Voting reveals continued state split
East Side, West Side trends traceable in several key races
For years, statewide elected officials have proclaimed the Cascade Curtain a thing of the past and insisted Washington is one state.
Tuesday’s primary election for governor and some other statewide offices suggests that while the curtain may be opening, it’s still there.
Democrat Jay Inslee and Republican Rob McKenna both easily advanced to the general election in the Top Two primary. But the latest voter returns show the state sharply divided – if not on the precise line running along the state’s most prominent mountain range, then at least on the criterion of whether a county borders saltwater.
Using the traditional colors for the nation’s two major parties, the secretary of state’s election website paints Eastern Washington Republican red and most of the counties bordering the Puget Sound and Pacific Ocean Democratic blue.
In the latest update of ballot counts Wednesday, that split gives Inslee, a former congressman, an edge of more than 35,000 votes over Attorney General McKenna. Both are West Siders: Inslee lives on Bainbridge Island and McKenna in Bellevue.
But while McKenna lives in King County and once served on its county council, he collected only about 35 percent of the vote in the state’s most populous county and trails Inslee there by about 41,000 votes.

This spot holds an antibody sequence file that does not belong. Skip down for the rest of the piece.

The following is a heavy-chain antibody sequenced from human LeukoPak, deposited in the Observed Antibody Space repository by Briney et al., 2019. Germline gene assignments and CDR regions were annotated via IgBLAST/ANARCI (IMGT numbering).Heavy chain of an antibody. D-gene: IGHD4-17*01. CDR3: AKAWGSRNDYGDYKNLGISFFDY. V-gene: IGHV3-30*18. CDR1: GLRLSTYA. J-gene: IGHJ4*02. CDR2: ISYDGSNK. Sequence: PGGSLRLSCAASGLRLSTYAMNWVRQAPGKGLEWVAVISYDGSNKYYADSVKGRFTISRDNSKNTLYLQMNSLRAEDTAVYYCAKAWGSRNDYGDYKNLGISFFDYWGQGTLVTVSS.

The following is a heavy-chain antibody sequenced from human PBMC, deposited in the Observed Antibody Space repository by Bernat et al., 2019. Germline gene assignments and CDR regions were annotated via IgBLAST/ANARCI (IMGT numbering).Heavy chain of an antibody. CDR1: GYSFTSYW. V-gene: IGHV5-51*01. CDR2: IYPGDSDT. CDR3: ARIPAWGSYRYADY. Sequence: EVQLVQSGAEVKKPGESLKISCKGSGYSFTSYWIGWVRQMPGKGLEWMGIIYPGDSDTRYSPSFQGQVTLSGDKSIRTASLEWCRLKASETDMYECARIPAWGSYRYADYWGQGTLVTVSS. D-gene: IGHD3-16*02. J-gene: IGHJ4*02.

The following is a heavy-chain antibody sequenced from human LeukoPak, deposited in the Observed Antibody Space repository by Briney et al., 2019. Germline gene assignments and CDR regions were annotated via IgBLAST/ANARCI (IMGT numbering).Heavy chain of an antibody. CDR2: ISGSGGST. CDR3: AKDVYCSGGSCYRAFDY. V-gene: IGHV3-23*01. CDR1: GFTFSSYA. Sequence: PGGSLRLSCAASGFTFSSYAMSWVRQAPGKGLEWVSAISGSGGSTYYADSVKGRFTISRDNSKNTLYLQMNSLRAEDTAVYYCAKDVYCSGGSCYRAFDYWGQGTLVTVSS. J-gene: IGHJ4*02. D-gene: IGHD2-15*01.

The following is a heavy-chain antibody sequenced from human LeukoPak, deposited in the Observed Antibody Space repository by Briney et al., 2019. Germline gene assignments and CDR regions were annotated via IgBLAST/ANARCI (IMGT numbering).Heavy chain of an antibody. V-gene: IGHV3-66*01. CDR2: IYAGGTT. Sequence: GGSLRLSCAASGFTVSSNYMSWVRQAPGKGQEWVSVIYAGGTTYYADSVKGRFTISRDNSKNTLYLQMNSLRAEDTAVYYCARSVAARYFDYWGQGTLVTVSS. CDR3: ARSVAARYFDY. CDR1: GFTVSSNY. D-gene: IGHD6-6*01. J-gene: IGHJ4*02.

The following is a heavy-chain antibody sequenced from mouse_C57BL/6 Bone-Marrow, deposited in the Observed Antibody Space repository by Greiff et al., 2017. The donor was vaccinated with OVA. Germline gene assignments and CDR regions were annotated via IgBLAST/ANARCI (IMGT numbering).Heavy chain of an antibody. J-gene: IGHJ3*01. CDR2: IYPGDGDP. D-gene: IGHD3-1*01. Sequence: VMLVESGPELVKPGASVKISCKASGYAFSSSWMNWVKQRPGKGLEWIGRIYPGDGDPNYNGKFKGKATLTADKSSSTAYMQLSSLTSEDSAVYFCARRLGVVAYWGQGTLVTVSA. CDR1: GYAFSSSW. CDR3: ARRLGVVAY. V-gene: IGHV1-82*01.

The high-profile governor’s race is not the only one where votes break sharply along geographic and political lines. The public lands commissioner race between Democratic incumbent Peter Goldmark and Republican Clint Didier shows a similar blue-red split, despite the fact that both these candidates are East Siders: Goldmark is from Okanogan County and Didier from Franklin County.
The map for the attorney general’s race would seem to upend the split, because Democrat Bob Ferguson leads Republican Reagan Dunn in a handful of East Side counties that went for Didier and McKenna. But that ignores the fact that the combined votes for Dunn and attorney Stephen Pidgeon, a fellow Republican with tea party support, exceed Ferguson’s total in all those counties.
Republican Kim Wyman sits atop a seven-person field for secretary of state in 38 of the state’s 39 counties. But that mostly red map also could be a bit deceiving. The Thurston County auditor, who was the only GOP candidate in the race, was near or above 50 percent of the vote in most East Side counties but below 40 percent in many Puget Sound counties, where different Democrats came in second place. Wyman will face former legislator Kathleen Drew, also of Thurston County, in the general election.
Democrat Maria Cantwell easily leads her seven challengers for U.S. Senate in 31 of the state’s 39 counties. Republican Mike Baumgartner won a crescent of Eastern Washington counties but not his home county of Spokane.
Campaign resources and name familiarity may have more to do with that than geopolitical divisions. Cantwell, a 12-year veteran of the Senate, had spent some $6.3 million on her campaign as of mid-July, the Federal Elections Commission reports; Baumgartner, a state senator in his first term, had spent $422,000.